Every Tuesday evening 30 folk, children and adults, gather at Elk Grove United Methodist Church to build relationships that are not based on being color blind but based on being “color brave” (Mellody Hobson, TED2014, March 2014). These are people that don’t think, look or act alike. What we do have in common is a desire for change, on a personal and community level, evidenced through conversations, sharing of life events, common courtesies, genuine caring, and much compassion.

If you know of someone that is living in poverty and might benefit from the program as a Champion for Change or If you’d like to share in the experience by becoming an Ally, please contact Teri McClanahan, 916-241-3052 or Jeff Teague, 916-900-6991 for additional information.

Teri McClanahan head and shoulders shot
Teri McClanahan

Teri McClanahan is a Co-Coordinator for the Uplift People of Elk Grove Initiative. She is also a blogger and professional grant writer of 20 years. If you’d like more information about Ms. McClanahan, you can read her blogs at www.terimcclanahan.net or get information on her grant writing at www.tdmcclanahan.com.

A Compassionate Elk Grove City Charter

What is a compassionate community?  “In a Compassionate Community, the needs of all the inhabitants of that community are recognized and met, the well-being of the entire community is a priority, and all people and living things are treated with respect.  More simply, in a Compassionate Community, people are motivated by compassion to take responsibility for and care for each other.”

This definition comes from a global movement called The Charter for Compassion (https://charterforcompassion.org/charter) which seeks to inspire cities and other communities to act more compassionately and conscientiously in benefit of all their citizens. A number of U.S. cities have by joined either by affirming the international charter or a version of it adapted to their local needs.  Here is a full description of what it means to become a compassionate city: https://charterforcompassion.org/communities. By a vote of the city council, Sacramento became one of them in July of last year. Here is a short video about how the city of Louisville, Kentucky, one of the most liveable cities in the U.S., thinks of itself as a compassionate city: https://www.youtube.com/watch?v=WknF8LudzGE.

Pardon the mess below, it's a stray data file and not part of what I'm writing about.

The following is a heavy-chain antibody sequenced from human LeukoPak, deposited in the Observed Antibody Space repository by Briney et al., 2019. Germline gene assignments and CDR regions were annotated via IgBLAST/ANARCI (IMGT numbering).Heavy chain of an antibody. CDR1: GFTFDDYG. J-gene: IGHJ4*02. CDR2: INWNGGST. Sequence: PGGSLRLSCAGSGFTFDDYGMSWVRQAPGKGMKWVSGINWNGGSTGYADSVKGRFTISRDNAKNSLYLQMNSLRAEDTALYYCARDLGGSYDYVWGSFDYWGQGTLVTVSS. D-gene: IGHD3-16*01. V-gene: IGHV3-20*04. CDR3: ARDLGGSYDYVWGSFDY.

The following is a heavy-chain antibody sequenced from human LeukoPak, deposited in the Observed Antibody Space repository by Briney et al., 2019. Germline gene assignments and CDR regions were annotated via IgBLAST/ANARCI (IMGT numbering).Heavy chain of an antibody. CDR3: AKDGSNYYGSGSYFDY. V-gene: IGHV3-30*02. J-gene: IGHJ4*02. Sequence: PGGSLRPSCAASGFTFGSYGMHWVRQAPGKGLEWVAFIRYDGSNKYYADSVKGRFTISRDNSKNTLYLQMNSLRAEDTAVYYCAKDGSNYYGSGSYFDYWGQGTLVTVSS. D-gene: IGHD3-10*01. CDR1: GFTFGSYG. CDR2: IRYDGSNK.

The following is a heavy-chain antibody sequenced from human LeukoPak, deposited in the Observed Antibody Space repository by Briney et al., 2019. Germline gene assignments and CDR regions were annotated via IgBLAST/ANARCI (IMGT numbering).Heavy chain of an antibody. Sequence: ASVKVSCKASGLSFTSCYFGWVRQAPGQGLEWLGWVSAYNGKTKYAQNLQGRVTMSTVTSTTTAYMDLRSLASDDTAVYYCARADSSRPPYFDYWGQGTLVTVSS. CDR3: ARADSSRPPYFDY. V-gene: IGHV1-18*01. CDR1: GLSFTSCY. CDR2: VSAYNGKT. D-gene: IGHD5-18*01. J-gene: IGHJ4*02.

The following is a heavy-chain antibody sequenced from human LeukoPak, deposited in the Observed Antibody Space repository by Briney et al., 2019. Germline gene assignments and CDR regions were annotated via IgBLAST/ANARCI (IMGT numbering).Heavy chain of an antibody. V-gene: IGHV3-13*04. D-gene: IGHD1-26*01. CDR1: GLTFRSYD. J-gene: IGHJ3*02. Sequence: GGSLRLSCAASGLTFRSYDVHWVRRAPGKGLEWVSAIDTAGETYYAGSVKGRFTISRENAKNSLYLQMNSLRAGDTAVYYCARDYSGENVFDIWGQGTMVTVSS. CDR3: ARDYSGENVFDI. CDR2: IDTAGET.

What would a more compassionate city of Elk Grove look like?  What  would it do more of, and what would it do less of?  Around the world, including in the U.S., some cities have begun to define themselves as “compassionate cities”, developing descriptions of what that means and setting goals to reach.  Almost always that includes tolerance for and appreciation of racial, social, and cultural diversity. But a city charter of compassion may address much more, such as care for the less fortunate, or equal access by all children to a good education, or economic and employment opportunity to the poor and unemployed.

In the near future, Compassion Elk Grove will begin asking whether Elk Grove should develop a charter of compassion of its own, and what should be in it. The place to start is by recognizing that much compassion already exists in our city that can serve as inspiration to build on. Therefore, we will start by taking note of people and organizations who already show compassion in our city, letting the public know what they do, and asking what we can learn from them. We will post articles and pictures about them on this blog page. If you would like to suggest a person or organization to cover as an example of compassion at work in Elk Grove, please drop an email to info@compassionelkgrove.org.  We look forward to hearing from you.  In the meantime, check this page for new examples of Elk Grove compassion as we add to them.



For the children…for the youth…for all of us. Compassion comes to life when we seek to grow it in our relationships and in our community. Compassion is the antidote for fear and for anger and for hate.

Compassion Elk Grove is a new effort to support and enhance what is already alive within our community. We seek to support and enhance compassionate living in our community. In our conversations, in our relationships, in our planning, we support growing this community together compassionately.

This blog will become a place for stories of compassion, a place for inspiration and resources, a place to connect and to support our work together to make Elk Grove a city and region which expresses compassion in our care and support of all of us. Elk Grove is a planetary city with persons from all over the world seeking a healthy and safe life for our families and our neighbors.

Join us in growing this effort. Join us in affirming and raising compassion in Elk Grove.

The first of many,

Bill, Greg, and Paul